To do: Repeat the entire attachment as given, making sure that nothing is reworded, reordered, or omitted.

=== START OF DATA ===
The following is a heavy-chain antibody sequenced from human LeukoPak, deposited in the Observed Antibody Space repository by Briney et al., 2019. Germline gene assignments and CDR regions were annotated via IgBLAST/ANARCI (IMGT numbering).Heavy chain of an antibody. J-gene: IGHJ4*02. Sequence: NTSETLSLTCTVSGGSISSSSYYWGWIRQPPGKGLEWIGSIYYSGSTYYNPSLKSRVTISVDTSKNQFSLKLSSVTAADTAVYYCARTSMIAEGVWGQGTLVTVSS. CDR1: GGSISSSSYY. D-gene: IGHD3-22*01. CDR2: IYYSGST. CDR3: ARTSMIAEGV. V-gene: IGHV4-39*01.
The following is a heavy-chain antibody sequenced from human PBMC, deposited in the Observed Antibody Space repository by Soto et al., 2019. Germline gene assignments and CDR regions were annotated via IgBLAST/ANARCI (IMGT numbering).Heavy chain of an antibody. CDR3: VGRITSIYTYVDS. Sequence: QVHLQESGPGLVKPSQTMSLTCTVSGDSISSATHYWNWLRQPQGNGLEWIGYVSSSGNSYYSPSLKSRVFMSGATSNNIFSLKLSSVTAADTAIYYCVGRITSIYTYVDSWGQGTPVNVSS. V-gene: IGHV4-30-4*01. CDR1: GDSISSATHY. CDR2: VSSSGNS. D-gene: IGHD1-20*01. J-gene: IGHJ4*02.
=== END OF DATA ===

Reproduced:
The following is a heavy-chain antibody sequenced from human LeukoPak, deposited in the Observed Antibody Space repository by Briney et al., 2019. Germline gene assignments and CDR regions were annotated via IgBLAST/ANARCI (IMGT numbering).Heavy chain of an antibody. J-gene: IGHJ4*02. Sequence: NTSETLSLTCTVSGGSISSSSYYWGWIRQPPGKGLEWIGSIYYSGSTYYNPSLKSRVTISVDTSKNQFSLKLSSVTAADTAVYYCARTSMIAEGVWGQGTLVTVSS. CDR1: GGSISSSSYY. D-gene: IGHD3-22*01. CDR2: IYYSGST. CDR3: ARTSMIAEGV. V-gene: IGHV4-39*01.
The following is a heavy-chain antibody sequenced from human PBMC, deposited in the Observed Antibody Space repository by Soto et al., 2019. Germline gene assignments and CDR regions were annotated via IgBLAST/ANARCI (IMGT numbering).Heavy chain of an antibody. CDR3: VGRITSIYTYVDS. Sequence: QVHLQESGPGLVKPSQTMSLTCTVSGDSISSATHYWNWLRQPQGNGLEWIGYVSSSGNSYYSPSLKSRVFMSGATSNNIFSLKLSSVTAADTAIYYCVGRITSIYTYVDSWGQGTPVNVSS. V-gene: IGHV4-30-4*01. CDR1: GDSISSATHY. CDR2: VSSSGNS. D-gene: IGHD1-20*01. J-gene: IGHJ4*02.